How does a Judge Make Custody Decisions?

How does a Judge Make Custody Decisions?

Going through a divorce, especially when you have children, is no easy feat. The whole situation can be anxiety provoking and frightening, especially as you wonder, “ How does a judge make custody decisions? ” This is an extremely important question that requires an accurate answer for your particular situation. For that reason it is important that you speak with a Tennessee family law attorney about your situation, though it can be helpful to understand the basics about how a judge makes custody decisions.

Custody is actually divided into two parts – physical custody and legal custody. Legal custody refers to a parent’s ability to decide important issues regarding a child such as where the child will attend school, what religion the child will practice, and what medical treatment the child will receive. Physical custody refers to the parent with whom the child will live the majority of the time.  Tennessee follows a shared parenting model that seeks to award Legal custody and Physical custody to both  parents as much as reasonably possible.  The way in which the parents will share responsibilities is spelled out in detail in a document called a Parenting Plan.

Ultimately, it is goal of the court to make an order that will disrupt the children’s lives as little as possible and ensure that the children spend time with both parents. In an ideal world both parents would be able to work together to form a custody agreement that is both equitable to both parents and provides the children with ample time to spend with each parent. However, it is the rare divorce that goes that smoothly and you should never assume that just because your spouse was the most accommodating and fair person you knew when you were married that he or she will continue to act that way in divorce.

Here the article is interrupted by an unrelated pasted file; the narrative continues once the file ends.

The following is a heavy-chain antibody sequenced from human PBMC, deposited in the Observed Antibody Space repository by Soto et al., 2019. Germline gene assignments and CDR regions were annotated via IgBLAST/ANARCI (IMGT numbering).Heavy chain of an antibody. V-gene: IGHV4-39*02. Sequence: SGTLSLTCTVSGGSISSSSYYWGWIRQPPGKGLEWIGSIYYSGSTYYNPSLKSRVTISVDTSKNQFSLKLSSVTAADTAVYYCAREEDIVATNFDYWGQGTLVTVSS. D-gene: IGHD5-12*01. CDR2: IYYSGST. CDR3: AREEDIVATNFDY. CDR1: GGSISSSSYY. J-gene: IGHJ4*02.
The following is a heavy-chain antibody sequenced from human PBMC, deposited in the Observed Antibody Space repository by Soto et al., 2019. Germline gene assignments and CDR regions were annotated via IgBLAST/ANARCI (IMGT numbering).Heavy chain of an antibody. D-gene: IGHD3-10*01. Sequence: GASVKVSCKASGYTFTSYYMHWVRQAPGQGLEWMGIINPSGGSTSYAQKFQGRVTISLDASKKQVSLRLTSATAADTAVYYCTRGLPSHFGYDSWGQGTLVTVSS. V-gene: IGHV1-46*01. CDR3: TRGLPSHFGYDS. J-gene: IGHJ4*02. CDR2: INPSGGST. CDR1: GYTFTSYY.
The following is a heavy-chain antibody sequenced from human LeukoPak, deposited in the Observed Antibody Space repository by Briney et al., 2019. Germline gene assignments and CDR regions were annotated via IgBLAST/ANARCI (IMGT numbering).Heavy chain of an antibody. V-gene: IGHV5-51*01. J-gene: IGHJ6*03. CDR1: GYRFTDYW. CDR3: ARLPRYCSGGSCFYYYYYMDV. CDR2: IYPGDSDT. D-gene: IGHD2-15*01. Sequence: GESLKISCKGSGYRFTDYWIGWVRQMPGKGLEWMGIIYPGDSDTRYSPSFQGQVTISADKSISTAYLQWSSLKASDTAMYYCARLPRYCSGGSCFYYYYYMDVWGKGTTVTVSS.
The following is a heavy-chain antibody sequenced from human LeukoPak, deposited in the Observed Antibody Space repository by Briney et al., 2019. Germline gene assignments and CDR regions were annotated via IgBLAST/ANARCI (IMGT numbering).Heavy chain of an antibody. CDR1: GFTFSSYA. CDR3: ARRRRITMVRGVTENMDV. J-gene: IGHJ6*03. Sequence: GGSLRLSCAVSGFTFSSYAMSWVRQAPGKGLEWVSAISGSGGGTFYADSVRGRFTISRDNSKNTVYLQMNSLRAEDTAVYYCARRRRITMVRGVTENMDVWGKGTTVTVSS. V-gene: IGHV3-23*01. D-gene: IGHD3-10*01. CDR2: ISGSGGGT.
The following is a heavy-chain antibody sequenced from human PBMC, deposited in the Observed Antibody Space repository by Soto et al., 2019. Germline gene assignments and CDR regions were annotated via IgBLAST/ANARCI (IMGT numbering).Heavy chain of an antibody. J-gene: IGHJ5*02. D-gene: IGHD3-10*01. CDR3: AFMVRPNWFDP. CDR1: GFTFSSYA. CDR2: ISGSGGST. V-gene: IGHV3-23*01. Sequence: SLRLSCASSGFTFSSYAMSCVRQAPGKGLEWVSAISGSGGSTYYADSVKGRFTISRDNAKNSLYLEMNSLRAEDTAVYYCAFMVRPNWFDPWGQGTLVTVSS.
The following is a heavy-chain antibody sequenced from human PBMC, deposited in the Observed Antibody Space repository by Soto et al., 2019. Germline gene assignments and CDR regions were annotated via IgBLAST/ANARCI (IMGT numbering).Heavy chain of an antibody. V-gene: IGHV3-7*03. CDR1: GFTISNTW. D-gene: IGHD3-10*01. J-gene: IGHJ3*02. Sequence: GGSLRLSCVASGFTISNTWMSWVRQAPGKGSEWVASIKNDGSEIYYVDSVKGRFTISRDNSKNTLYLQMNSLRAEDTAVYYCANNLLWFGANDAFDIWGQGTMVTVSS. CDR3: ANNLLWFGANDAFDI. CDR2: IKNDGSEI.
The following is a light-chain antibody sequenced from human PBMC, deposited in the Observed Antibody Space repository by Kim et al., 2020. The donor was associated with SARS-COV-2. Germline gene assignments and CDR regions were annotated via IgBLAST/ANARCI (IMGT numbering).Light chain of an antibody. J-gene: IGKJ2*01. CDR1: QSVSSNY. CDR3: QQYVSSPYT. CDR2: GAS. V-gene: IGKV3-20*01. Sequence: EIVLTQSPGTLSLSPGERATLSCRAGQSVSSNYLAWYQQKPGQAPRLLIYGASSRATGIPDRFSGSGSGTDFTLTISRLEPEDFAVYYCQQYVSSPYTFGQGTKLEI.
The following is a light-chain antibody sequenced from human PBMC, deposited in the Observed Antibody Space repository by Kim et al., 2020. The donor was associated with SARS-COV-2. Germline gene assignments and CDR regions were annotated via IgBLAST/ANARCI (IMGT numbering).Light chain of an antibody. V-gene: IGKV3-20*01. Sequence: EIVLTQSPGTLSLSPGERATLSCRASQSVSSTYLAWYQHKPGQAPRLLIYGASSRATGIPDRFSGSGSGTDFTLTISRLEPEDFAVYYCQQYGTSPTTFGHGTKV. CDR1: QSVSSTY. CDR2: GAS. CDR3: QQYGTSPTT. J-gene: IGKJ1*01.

When a judge makes custody decisions he or she considers a variety of factors, including:

  • Each parent’s ability to prepare the children for adulthood.
  • The children’s relationship with each parent.
  • The children’s emotional and developmental needs.
  • The likelihood each parent can provide the children with necessities, including food and shelter.
  • Which parent has been the children’s primary caregiver.
  • In the case of children over 12 years of age, the parent that the child would prefer to live with.

Because divorces, especially those involving children, tend to get nasty very quickly, it is important to make a concerted effort to be civil and reasonable. This can be much easier when you have a Murfreesboro, Smyrna, or La Vergne family law attorney on your side. Many people think that retaining an attorney too early in the process can be counterproductive, but nothing could be further from the truth. The best thing you can do for you and your children is to retain an experienced Tennessee family law attorney as soon as the thought of divorce crosses your mind.

Dinah Michael